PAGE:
"Fine. Fine. Where would we live? Do we flip a coin, ask your Magic 8-Ball. Or maybe we'd-"

"Well, for God's sake, Cilla, we'd live here. Here," he repeated, knocking his knuckles against the wall of the house.

His instant answer tipped her off balance. "What about your house? You love your house. It's a great house. It's tailor-made for you."

"Yeah, for me. Not for us. Sure, I love my house, and it's got a lot of me in it. But it's just a house for me, and Spock." He glanced around in time to see Spock catch and destroy the hated invisible cat. "He's happy anywhere. I haven't poured myself into my place the way you have this one. This is home for you, Cilla. I've watched you make it." Now he picked up her screwdriver. "With more than this. A lot more than tools and nails and gallons of paint. It's your place. I want it to be ours."

"But..." But, but, her mind was full of buts. "What about your studio?"

"Yeah, it's a great space. You'll think of something." He handed her back the screwdriver. "Make all the lists you want, Cilla. Love? It's green kryptonite. It powers out all the rest. I'll go out back and start the grill."

She stood, stunned, a power tool in her hand, as the screen door slapped shut behind him. And thought: What? Love is kryptonite? She'd think of something?

How could she understand, much less marry, a man whose mind worked that way? One who could make statements like that, then stroll off to start the grill? Where were his anger, his angst, his annoyance? And to suggest he could give up his place and move into hers without any real thought to where he'd work? It didn't make any sense. It made no sense at all.

Of course if she added the home gym off the south side of the house the way she'd been toying with, she could put on a second story, tying that into the existing house. Angle it for a little interest. Tight-winder stairs would work, and be fun to do. It would keep the work spaces entirely separate, give them both privacy. Plus the southern exposure would give a studio excellent light. Then she could...

Well, God, she realized. She'd thought of something. A damn good something, too, she added and put down her tool to pace the veranda. Having destroyed his quota, Spock trotted up to pace with her.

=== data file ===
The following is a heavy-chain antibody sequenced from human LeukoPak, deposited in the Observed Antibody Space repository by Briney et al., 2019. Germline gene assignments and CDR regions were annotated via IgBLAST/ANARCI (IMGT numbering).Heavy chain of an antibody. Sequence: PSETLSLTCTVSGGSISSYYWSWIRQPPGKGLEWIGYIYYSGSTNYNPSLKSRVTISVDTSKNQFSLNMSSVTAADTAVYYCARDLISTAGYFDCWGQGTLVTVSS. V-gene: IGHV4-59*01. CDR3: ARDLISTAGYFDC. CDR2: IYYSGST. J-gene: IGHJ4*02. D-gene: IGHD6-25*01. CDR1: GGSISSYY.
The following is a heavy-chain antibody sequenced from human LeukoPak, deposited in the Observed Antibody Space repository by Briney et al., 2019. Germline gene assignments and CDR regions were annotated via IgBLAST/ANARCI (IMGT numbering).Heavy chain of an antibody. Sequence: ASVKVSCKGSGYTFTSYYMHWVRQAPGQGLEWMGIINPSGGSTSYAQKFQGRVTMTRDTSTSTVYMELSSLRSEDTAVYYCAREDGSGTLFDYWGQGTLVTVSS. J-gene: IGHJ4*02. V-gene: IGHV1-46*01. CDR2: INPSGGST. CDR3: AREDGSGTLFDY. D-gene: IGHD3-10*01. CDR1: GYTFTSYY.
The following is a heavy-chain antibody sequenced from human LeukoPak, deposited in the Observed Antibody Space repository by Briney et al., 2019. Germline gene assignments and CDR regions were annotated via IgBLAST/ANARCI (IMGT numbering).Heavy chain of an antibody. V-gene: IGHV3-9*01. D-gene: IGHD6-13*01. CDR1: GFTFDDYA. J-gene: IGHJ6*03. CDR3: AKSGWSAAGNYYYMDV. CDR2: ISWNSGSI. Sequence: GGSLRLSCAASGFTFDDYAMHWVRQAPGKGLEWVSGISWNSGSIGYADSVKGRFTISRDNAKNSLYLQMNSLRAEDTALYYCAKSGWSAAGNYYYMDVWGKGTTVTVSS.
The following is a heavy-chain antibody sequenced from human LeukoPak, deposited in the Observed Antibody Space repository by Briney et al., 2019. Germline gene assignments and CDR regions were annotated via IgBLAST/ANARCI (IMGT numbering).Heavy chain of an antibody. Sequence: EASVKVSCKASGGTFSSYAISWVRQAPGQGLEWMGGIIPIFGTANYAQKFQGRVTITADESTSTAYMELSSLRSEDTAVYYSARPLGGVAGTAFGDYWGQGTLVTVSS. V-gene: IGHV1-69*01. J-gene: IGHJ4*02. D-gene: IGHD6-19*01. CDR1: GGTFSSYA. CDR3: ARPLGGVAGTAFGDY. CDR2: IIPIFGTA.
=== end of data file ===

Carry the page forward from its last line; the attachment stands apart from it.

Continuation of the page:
The sort of something that would not only work, not only blend in with the existing structure, Cilla realized, but enhance it. Break up the roof line, finish it off with a sweet little balcony. Jib windows for access.

Damn it, damn it, damn it! Now she could see it. Now she wanted it. She stalked down the steps, around to the south side of the house with Spock bounding happily behind her. Oh yeah, yeah, not only doable, she thought, but it now seemed the house begged for it.

She jammed her hands into her pockets, and her fingers hit the ring box she carried there. Kryptonite, she thought, pulling it out. That was the trouble, the big trouble. She did understand him. And more terrifying, more wonderful, he understood her.

Trusted her. Loved her. Believed in her.

WHEN SHE WALKED to the patio, Ford had the grill smoking. The corn, husks in place, were submerged in a big bowl of water for reasons that eluded her. He'd brought out the wine. The scents of roses, sweet peas, jasmine tangled in the air as he poured her a glass. Sun streamed through the trees, glinted off the pond where Spock wandered to drink.

For a moment, she thought of the glamour that had once lived there, the colored lights, the beautiful people wafting like perfume over the lawns. Then she thought of him, just him, standing on stones she'd helped place with her own hands, offering her a glass of wine, and a life she'd never believed she could have.

She stood with him, one hand in her pocket, and took the first sip. "I have some questions. First, just to get it off my mind, why are you drowning the corn?"

"My mother said to."

"Okay. If I thought of something, how do you know it's something you'd want?"

"If I didn't," he said, picking up the conversation as if there had been no break, "I know how to say I don't want that. I learned how to do that at an early age, with mixed results. But the odds are, if we're talking about construction and design, whatever you thought of would work."

"Next. Could I hurt you?"

"Cilla, you could rip my heart out in bloody pieces."

She understood that, understood he could do the same to her. And wasn't that a hell of a thing? Wasn't that a miracle? "I couldn't have done that to Steve, or him to me. As much as we loved each other. As much as we still do."


"Wait. One more question. Did you ask me to carry the ring around with me because you hoped it would act as kryptonite, and weaken me over time until I agreed to marry you?"

He shifted his feet, took another drink of wine. "It might have been a factor."

With a nod, she drew her hand out of her pocket, studied the ring sparkling on it. "Apparently, it works."

His grin flashed, quicksilver delight. But when he moved to her, she slapped a hand on his chest. "Just hold on."